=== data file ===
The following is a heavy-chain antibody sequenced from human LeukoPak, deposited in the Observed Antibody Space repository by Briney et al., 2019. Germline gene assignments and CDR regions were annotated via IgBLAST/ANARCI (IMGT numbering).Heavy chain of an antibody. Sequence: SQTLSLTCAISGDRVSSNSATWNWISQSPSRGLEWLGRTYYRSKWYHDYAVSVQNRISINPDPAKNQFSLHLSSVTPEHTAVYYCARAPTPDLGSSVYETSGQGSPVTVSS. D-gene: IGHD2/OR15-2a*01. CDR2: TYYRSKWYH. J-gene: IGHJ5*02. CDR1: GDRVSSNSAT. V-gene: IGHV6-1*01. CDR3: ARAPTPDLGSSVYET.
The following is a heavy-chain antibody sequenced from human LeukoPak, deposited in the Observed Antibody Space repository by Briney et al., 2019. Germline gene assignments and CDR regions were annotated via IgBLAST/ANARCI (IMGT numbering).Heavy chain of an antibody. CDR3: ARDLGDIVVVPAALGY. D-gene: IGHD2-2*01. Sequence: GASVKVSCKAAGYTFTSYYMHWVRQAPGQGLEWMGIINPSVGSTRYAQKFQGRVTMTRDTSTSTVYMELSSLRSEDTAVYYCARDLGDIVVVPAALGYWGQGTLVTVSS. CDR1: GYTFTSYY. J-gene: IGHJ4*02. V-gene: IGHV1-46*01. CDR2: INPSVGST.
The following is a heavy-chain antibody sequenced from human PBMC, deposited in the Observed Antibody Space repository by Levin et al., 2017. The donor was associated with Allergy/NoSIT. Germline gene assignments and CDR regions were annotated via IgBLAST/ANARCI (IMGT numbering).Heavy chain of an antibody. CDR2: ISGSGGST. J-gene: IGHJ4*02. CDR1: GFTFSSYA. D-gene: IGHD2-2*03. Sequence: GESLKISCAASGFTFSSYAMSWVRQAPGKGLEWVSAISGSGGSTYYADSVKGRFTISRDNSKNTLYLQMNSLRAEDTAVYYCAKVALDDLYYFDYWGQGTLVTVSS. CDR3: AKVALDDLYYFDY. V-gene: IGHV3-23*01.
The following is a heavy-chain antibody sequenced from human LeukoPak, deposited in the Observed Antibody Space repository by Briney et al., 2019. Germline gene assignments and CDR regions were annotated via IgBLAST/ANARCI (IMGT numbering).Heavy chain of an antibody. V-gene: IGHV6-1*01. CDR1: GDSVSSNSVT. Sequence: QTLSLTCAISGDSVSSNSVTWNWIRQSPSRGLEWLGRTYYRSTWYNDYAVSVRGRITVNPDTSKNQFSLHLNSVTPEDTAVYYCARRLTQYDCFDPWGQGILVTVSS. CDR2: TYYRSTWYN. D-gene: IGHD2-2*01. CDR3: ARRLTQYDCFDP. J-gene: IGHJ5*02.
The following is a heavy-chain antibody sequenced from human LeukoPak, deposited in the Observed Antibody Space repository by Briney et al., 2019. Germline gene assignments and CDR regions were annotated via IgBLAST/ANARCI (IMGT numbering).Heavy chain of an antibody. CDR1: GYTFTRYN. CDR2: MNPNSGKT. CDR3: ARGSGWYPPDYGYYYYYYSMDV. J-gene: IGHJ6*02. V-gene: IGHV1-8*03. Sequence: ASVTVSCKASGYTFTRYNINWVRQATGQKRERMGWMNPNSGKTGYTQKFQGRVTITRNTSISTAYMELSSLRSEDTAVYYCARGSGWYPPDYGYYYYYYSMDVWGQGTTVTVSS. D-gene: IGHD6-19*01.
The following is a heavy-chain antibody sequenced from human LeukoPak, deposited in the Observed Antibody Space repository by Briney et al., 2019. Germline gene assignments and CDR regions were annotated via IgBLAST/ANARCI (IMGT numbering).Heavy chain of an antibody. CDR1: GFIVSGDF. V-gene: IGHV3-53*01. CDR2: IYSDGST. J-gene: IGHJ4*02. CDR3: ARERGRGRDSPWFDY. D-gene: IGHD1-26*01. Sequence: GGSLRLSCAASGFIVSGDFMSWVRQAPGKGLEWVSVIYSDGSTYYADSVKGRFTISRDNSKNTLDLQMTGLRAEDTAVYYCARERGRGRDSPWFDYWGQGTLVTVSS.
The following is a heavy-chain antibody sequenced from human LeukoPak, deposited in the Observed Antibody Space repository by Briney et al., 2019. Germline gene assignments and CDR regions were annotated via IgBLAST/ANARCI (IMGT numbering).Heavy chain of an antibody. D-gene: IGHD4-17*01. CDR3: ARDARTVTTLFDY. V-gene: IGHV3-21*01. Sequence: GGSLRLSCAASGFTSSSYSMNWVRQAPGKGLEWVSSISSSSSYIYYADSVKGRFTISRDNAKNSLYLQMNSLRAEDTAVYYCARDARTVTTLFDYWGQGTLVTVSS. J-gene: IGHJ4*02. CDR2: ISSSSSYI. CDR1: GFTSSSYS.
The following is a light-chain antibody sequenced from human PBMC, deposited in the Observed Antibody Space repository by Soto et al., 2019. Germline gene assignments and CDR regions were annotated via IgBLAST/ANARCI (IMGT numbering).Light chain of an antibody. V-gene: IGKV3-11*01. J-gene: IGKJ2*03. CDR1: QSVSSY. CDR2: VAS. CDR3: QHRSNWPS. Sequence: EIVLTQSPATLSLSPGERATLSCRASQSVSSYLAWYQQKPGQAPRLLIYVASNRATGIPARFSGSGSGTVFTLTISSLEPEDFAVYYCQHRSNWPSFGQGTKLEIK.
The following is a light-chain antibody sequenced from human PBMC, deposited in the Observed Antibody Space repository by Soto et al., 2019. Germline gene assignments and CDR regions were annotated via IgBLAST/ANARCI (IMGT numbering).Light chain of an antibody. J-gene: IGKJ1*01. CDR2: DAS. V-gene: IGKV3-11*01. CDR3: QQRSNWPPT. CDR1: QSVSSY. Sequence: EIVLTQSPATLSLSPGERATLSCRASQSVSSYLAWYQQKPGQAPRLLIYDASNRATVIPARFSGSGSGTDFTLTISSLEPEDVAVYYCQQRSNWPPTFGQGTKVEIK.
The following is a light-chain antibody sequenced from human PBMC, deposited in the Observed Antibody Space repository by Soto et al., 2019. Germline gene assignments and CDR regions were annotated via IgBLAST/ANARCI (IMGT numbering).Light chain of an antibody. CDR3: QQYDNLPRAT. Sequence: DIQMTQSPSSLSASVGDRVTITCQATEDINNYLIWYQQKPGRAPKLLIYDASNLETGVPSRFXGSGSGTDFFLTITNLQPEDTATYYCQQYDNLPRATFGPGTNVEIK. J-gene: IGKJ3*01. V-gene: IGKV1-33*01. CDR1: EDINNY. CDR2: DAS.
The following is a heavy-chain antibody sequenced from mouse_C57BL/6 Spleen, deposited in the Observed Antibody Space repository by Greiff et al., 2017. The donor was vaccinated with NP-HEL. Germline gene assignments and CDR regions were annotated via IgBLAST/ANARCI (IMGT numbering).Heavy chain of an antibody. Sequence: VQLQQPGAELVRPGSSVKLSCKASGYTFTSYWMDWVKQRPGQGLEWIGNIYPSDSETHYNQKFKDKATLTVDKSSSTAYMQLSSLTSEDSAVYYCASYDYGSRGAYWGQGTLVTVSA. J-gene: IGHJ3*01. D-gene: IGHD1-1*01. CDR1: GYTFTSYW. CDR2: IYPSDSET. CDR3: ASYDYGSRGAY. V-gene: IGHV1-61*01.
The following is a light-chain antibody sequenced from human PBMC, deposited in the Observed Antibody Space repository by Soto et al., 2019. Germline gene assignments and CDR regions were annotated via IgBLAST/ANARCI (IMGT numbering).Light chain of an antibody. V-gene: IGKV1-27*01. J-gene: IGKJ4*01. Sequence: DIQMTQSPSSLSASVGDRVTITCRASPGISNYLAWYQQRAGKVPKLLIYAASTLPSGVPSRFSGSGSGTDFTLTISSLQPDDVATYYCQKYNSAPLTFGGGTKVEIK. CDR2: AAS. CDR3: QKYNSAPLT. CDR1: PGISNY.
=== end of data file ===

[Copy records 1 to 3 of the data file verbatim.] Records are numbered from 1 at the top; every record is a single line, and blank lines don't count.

The following is a heavy-chain antibody sequenced from human LeukoPak, deposited in the Observed Antibody Space repository by Briney et al., 2019. Germline gene assignments and CDR regions were annotated via IgBLAST/ANARCI (IMGT numbering).Heavy chain of an antibody. Sequence: SQTLSLTCAISGDRVSSNSATWNWISQSPSRGLEWLGRTYYRSKWYHDYAVSVQNRISINPDPAKNQFSLHLSSVTPEHTAVYYCARAPTPDLGSSVYETSGQGSPVTVSS. D-gene: IGHD2/OR15-2a*01. CDR2: TYYRSKWYH. J-gene: IGHJ5*02. CDR1: GDRVSSNSAT. V-gene: IGHV6-1*01. CDR3: ARAPTPDLGSSVYET.
The following is a heavy-chain antibody sequenced from human LeukoPak, deposited in the Observed Antibody Space repository by Briney et al., 2019. Germline gene assignments and CDR regions were annotated via IgBLAST/ANARCI (IMGT numbering).Heavy chain of an antibody. CDR3: ARDLGDIVVVPAALGY. D-gene: IGHD2-2*01. Sequence: GASVKVSCKAAGYTFTSYYMHWVRQAPGQGLEWMGIINPSVGSTRYAQKFQGRVTMTRDTSTSTVYMELSSLRSEDTAVYYCARDLGDIVVVPAALGYWGQGTLVTVSS. CDR1: GYTFTSYY. J-gene: IGHJ4*02. V-gene: IGHV1-46*01. CDR2: INPSVGST.
The following is a heavy-chain antibody sequenced from human PBMC, deposited in the Observed Antibody Space repository by Levin et al., 2017. The donor was associated with Allergy/NoSIT. Germline gene assignments and CDR regions were annotated via IgBLAST/ANARCI (IMGT numbering).Heavy chain of an antibody. CDR2: ISGSGGST. J-gene: IGHJ4*02. CDR1: GFTFSSYA. D-gene: IGHD2-2*03. Sequence: GESLKISCAASGFTFSSYAMSWVRQAPGKGLEWVSAISGSGGSTYYADSVKGRFTISRDNSKNTLYLQMNSLRAEDTAVYYCAKVALDDLYYFDYWGQGTLVTVSS. CDR3: AKVALDDLYYFDY. V-gene: IGHV3-23*01.